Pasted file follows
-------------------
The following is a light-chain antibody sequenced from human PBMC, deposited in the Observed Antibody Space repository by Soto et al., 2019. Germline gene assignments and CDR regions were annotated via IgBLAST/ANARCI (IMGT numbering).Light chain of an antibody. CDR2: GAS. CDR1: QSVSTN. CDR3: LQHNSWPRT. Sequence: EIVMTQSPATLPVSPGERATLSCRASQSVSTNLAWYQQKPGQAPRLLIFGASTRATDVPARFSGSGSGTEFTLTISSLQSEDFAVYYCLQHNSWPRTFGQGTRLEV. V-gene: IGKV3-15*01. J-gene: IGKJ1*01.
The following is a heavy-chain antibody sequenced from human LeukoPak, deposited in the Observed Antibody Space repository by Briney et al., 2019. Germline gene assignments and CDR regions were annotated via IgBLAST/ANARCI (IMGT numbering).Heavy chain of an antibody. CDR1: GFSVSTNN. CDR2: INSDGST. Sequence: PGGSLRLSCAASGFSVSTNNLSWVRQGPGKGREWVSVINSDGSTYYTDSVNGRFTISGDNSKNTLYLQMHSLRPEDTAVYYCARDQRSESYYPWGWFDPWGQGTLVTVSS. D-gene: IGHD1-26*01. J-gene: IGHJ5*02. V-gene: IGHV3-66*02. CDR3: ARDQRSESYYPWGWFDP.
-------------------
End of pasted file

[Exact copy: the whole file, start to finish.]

The following is a light-chain antibody sequenced from human PBMC, deposited in the Observed Antibody Space repository by Soto et al., 2019. Germline gene assignments and CDR regions were annotated via IgBLAST/ANARCI (IMGT numbering).Light chain of an antibody. CDR2: GAS. CDR1: QSVSTN. CDR3: LQHNSWPRT. Sequence: EIVMTQSPATLPVSPGERATLSCRASQSVSTNLAWYQQKPGQAPRLLIFGASTRATDVPARFSGSGSGTEFTLTISSLQSEDFAVYYCLQHNSWPRTFGQGTRLEV. V-gene: IGKV3-15*01. J-gene: IGKJ1*01.
The following is a heavy-chain antibody sequenced from human LeukoPak, deposited in the Observed Antibody Space repository by Briney et al., 2019. Germline gene assignments and CDR regions were annotated via IgBLAST/ANARCI (IMGT numbering).Heavy chain of an antibody. CDR1: GFSVSTNN. CDR2: INSDGST. Sequence: PGGSLRLSCAASGFSVSTNNLSWVRQGPGKGREWVSVINSDGSTYYTDSVNGRFTISGDNSKNTLYLQMHSLRPEDTAVYYCARDQRSESYYPWGWFDPWGQGTLVTVSS. D-gene: IGHD1-26*01. J-gene: IGHJ5*02. V-gene: IGHV3-66*02. CDR3: ARDQRSESYYPWGWFDP.